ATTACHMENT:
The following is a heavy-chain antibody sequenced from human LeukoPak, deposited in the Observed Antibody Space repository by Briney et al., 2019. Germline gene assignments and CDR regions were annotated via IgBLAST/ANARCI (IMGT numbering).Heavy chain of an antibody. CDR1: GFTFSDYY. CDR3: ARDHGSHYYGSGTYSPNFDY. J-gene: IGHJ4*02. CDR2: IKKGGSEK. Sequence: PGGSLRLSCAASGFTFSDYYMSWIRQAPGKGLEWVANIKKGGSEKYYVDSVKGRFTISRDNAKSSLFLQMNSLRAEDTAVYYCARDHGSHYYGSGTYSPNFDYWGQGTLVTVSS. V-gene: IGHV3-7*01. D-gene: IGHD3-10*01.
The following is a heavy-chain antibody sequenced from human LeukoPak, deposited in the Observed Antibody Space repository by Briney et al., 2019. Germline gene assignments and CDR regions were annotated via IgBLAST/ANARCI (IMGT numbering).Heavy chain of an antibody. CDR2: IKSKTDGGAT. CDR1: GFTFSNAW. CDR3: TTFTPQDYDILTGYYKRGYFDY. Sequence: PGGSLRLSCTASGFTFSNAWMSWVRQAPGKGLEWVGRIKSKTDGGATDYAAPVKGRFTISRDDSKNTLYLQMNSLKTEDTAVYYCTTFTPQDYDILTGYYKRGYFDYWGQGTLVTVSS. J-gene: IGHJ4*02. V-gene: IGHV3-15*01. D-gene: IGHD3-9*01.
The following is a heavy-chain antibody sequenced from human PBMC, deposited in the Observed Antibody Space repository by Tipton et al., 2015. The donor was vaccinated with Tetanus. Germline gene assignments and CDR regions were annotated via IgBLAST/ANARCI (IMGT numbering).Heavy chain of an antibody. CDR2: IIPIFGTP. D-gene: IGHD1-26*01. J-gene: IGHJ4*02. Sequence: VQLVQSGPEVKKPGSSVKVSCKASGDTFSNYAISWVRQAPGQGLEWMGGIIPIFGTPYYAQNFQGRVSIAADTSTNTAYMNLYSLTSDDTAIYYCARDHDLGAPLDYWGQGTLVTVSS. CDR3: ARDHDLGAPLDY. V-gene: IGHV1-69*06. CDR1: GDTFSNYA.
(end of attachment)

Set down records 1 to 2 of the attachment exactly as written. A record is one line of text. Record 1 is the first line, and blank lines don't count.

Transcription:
The following is a heavy-chain antibody sequenced from human LeukoPak, deposited in the Observed Antibody Space repository by Briney et al., 2019. Germline gene assignments and CDR regions were annotated via IgBLAST/ANARCI (IMGT numbering).Heavy chain of an antibody. CDR1: GFTFSDYY. CDR3: ARDHGSHYYGSGTYSPNFDY. J-gene: IGHJ4*02. CDR2: IKKGGSEK. Sequence: PGGSLRLSCAASGFTFSDYYMSWIRQAPGKGLEWVANIKKGGSEKYYVDSVKGRFTISRDNAKSSLFLQMNSLRAEDTAVYYCARDHGSHYYGSGTYSPNFDYWGQGTLVTVSS. V-gene: IGHV3-7*01. D-gene: IGHD3-10*01.
The following is a heavy-chain antibody sequenced from human LeukoPak, deposited in the Observed Antibody Space repository by Briney et al., 2019. Germline gene assignments and CDR regions were annotated via IgBLAST/ANARCI (IMGT numbering).Heavy chain of an antibody. CDR2: IKSKTDGGAT. CDR1: GFTFSNAW. CDR3: TTFTPQDYDILTGYYKRGYFDY. Sequence: PGGSLRLSCTASGFTFSNAWMSWVRQAPGKGLEWVGRIKSKTDGGATDYAAPVKGRFTISRDDSKNTLYLQMNSLKTEDTAVYYCTTFTPQDYDILTGYYKRGYFDYWGQGTLVTVSS. J-gene: IGHJ4*02. V-gene: IGHV3-15*01. D-gene: IGHD3-9*01.